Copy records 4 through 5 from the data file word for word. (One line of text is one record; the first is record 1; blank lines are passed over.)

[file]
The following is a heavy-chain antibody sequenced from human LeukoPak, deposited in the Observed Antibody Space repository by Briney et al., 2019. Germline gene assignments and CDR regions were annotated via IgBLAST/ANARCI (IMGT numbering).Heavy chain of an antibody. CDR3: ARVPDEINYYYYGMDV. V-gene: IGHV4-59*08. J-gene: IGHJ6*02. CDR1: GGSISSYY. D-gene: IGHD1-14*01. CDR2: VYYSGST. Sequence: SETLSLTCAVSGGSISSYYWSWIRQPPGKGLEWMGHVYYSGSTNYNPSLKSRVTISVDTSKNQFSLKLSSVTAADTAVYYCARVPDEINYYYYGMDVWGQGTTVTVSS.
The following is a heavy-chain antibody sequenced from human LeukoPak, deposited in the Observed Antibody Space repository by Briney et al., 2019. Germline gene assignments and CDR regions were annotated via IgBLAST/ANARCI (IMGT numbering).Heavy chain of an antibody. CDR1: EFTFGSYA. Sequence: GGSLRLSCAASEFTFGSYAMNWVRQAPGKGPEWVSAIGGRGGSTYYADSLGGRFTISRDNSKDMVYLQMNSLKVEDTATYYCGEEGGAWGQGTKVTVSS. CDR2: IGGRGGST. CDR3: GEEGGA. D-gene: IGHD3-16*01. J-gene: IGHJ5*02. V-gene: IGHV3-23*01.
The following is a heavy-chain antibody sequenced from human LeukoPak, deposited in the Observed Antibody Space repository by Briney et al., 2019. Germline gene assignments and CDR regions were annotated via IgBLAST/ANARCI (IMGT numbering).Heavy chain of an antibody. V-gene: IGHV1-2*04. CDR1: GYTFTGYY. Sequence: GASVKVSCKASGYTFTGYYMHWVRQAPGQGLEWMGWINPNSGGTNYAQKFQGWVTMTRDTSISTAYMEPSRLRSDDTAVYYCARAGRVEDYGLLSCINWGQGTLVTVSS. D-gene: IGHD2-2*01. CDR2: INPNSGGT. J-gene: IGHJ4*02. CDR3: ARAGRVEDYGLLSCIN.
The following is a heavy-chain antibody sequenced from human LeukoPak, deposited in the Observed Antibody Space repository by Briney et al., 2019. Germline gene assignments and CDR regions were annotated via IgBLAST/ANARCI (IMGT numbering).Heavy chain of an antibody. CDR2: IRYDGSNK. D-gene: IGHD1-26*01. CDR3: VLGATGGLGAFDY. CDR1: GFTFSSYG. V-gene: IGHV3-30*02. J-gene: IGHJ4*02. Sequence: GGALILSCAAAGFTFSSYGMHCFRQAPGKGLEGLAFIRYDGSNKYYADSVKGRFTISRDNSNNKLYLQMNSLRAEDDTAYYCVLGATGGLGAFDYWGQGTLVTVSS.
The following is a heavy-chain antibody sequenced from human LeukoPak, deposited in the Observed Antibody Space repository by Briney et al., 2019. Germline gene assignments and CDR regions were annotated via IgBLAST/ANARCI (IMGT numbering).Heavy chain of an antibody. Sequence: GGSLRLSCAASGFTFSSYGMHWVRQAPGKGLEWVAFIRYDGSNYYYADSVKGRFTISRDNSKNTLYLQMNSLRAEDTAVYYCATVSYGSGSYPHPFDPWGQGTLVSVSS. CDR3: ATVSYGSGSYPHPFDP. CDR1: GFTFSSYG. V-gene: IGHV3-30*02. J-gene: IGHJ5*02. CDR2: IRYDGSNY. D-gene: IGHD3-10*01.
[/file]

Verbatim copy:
The following is a heavy-chain antibody sequenced from human LeukoPak, deposited in the Observed Antibody Space repository by Briney et al., 2019. Germline gene assignments and CDR regions were annotated via IgBLAST/ANARCI (IMGT numbering).Heavy chain of an antibody. CDR2: IRYDGSNK. D-gene: IGHD1-26*01. CDR3: VLGATGGLGAFDY. CDR1: GFTFSSYG. V-gene: IGHV3-30*02. J-gene: IGHJ4*02. Sequence: GGALILSCAAAGFTFSSYGMHCFRQAPGKGLEGLAFIRYDGSNKYYADSVKGRFTISRDNSNNKLYLQMNSLRAEDDTAYYCVLGATGGLGAFDYWGQGTLVTVSS.
The following is a heavy-chain antibody sequenced from human LeukoPak, deposited in the Observed Antibody Space repository by Briney et al., 2019. Germline gene assignments and CDR regions were annotated via IgBLAST/ANARCI (IMGT numbering).Heavy chain of an antibody. Sequence: GGSLRLSCAASGFTFSSYGMHWVRQAPGKGLEWVAFIRYDGSNYYYADSVKGRFTISRDNSKNTLYLQMNSLRAEDTAVYYCATVSYGSGSYPHPFDPWGQGTLVSVSS. CDR3: ATVSYGSGSYPHPFDP. CDR1: GFTFSSYG. V-gene: IGHV3-30*02. J-gene: IGHJ5*02. CDR2: IRYDGSNY. D-gene: IGHD3-10*01.